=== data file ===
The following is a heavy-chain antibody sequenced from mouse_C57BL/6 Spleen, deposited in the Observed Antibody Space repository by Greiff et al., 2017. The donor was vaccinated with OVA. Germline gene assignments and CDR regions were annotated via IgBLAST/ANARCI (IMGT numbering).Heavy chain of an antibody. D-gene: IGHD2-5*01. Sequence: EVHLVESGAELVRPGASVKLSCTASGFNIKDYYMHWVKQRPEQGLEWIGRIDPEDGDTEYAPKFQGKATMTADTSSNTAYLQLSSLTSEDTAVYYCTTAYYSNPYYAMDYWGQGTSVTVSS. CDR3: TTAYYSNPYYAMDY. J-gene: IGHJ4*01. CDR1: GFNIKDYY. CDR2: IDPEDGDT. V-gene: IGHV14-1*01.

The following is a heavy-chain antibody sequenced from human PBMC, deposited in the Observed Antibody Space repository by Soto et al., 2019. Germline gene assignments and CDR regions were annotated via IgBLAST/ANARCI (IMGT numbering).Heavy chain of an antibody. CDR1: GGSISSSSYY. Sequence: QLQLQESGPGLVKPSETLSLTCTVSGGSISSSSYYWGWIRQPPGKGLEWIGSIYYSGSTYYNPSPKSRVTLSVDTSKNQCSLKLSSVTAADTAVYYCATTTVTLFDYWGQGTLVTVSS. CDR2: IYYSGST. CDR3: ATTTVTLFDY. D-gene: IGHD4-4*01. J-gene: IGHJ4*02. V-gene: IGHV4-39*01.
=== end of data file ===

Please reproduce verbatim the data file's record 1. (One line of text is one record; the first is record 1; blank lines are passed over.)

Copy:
The following is a heavy-chain antibody sequenced from mouse_C57BL/6 Spleen, deposited in the Observed Antibody Space repository by Greiff et al., 2017. The donor was vaccinated with OVA. Germline gene assignments and CDR regions were annotated via IgBLAST/ANARCI (IMGT numbering).Heavy chain of an antibody. D-gene: IGHD2-5*01. Sequence: EVHLVESGAELVRPGASVKLSCTASGFNIKDYYMHWVKQRPEQGLEWIGRIDPEDGDTEYAPKFQGKATMTADTSSNTAYLQLSSLTSEDTAVYYCTTAYYSNPYYAMDYWGQGTSVTVSS. CDR3: TTAYYSNPYYAMDY. J-gene: IGHJ4*01. CDR1: GFNIKDYY. CDR2: IDPEDGDT. V-gene: IGHV14-1*01.